Fortunately you can greatly reduce the dark colour handling issues by slashing the projector’s Brilliant Colour setting from its default maximum level. But doing this also desaturates the picture, taking away some of its HDR ‘feel’.
Another niggle is the appearance of a greyish ‘frame’ around the main image that you’ll need to push off the edges of your screen if you can.
The HZ40’s combination of high brightness and a spinning colour wheel creates some notable rainbow effect (stripes of pure red, green and blue that flit in your peripheral vision). Susceptibility to this optical artefact varies from person to person, but even though I’d only describe myself as moderately impacted by it I saw rainbowing frequently and aggressively enough for it to sometimes become a distraction during every film I watched.
Surprisingly, the PJ’s rainbow effect and black level flaws are more noticeable with SDR content than they are with HDR. I’d expected both to improve with SDR’s gentler demands, but it seems that HDR’s extra brightness and impact were drawing the eye elsewhere.
In the end, the laser Eight source that is the Optoma HZ40’s killer app also contributes to its downfall, preventing it from being as successful as many other ultra-bright projectors at convincingly switching its optical characteristics to suit the very different demands of both HDR and SDR content, and bright and dark room conditions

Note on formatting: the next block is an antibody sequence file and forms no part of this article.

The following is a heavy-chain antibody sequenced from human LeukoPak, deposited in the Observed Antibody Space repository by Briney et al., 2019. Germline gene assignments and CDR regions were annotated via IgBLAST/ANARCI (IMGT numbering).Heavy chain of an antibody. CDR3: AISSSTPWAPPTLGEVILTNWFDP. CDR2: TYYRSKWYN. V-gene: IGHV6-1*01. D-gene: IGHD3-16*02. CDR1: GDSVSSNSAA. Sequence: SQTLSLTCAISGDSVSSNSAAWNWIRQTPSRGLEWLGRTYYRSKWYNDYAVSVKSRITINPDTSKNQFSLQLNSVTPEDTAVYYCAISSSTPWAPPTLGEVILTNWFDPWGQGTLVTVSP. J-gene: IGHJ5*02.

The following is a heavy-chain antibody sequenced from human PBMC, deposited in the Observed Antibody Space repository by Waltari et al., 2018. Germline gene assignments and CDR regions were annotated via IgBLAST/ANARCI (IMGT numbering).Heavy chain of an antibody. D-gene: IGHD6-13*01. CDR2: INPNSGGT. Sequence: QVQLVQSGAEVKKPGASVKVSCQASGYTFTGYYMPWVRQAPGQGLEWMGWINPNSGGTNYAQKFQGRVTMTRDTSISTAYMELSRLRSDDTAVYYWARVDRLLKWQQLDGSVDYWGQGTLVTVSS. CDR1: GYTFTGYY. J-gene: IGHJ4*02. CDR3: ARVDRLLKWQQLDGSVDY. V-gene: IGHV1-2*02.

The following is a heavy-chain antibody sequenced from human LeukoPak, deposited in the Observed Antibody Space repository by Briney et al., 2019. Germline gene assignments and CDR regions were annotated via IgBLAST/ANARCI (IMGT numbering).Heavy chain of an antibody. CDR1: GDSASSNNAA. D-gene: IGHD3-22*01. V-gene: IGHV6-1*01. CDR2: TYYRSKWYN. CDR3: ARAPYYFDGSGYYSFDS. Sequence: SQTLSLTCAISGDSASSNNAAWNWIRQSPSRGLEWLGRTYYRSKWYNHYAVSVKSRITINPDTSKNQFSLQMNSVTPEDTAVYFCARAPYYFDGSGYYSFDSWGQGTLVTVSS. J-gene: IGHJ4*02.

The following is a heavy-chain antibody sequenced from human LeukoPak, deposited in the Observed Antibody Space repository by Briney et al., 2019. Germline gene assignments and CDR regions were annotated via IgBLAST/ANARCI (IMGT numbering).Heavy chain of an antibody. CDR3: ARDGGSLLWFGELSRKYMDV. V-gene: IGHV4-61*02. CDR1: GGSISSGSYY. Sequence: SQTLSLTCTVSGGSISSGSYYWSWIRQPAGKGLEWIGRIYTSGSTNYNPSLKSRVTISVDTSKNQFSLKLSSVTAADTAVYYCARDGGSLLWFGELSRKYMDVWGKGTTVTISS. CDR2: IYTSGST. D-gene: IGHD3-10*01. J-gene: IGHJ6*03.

While there are definitely some advantages to the HZ40's laser lighting implementation, its black level and rainbow effect downsides are hard to ignore.
3D: Yes. DLP Link 4K: No. 1,920 x 1,080 image resolution HDD: Yes. HDR10 and HLG CONNECTIONS: 2 x HDMI inputs (1 x v2.0; 1 x v1.4); powered USB; 2 x 3.5mm audio inputs; 1 x 3.5mm audio output; Ethernet; RS-232C; VGA BRIGHTNESS (CLAIMED): 4,000 Lumens CONTRAST RATIO (CLAIMED): 2,500,000:1 ZOOM:1.3x DIMENSIONS; 337(w) x 122.5(h) x 265(d)mm WEIGHT: 5.5kg
FEATURES; Laser lighting system; built-in 10W mono audio; 30,000-hour minimum claimed laser life; vertical keystone correction; auto keystone; projection distance 1m-7.9m; throw ratio 1.21:1-1.59:1; Brilliant Colour; Bright, Cinema, Game and User modes; Film, Bright and Standard HDR modes; compatible with optional WHD200 wireless HDMI transmitter; wall colour adjustment; gamma/colour management
ALITA BATTLE ANGEL:
James Cameron and Robert Rodriguez’s FX-heavy sci-fi is an essential demo disc, and Fox’s 4K HDR release is also (unusually) bundled with its 3D version. 4K includes both HDR10+ and Dolby Vision, and Atmos audio.
1. A low input lag gives this PJ bigscreen gaming appeal
2. The PJ provides manual adjustment of its 1.3x zoom and focus